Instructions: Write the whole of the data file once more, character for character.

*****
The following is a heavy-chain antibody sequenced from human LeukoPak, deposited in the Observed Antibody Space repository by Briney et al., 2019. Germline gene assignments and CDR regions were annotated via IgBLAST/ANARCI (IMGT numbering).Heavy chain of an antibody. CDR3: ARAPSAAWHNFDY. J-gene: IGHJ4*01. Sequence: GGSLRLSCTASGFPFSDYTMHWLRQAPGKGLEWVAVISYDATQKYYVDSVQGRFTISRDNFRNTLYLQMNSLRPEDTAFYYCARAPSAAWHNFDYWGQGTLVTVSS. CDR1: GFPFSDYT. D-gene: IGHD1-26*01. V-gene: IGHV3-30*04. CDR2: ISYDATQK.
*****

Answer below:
The following is a heavy-chain antibody sequenced from human LeukoPak, deposited in the Observed Antibody Space repository by Briney et al., 2019. Germline gene assignments and CDR regions were annotated via IgBLAST/ANARCI (IMGT numbering).Heavy chain of an antibody. CDR3: ARAPSAAWHNFDY. J-gene: IGHJ4*01. Sequence: GGSLRLSCTASGFPFSDYTMHWLRQAPGKGLEWVAVISYDATQKYYVDSVQGRFTISRDNFRNTLYLQMNSLRPEDTAFYYCARAPSAAWHNFDYWGQGTLVTVSS. CDR1: GFPFSDYT. D-gene: IGHD1-26*01. V-gene: IGHV3-30*04. CDR2: ISYDATQK.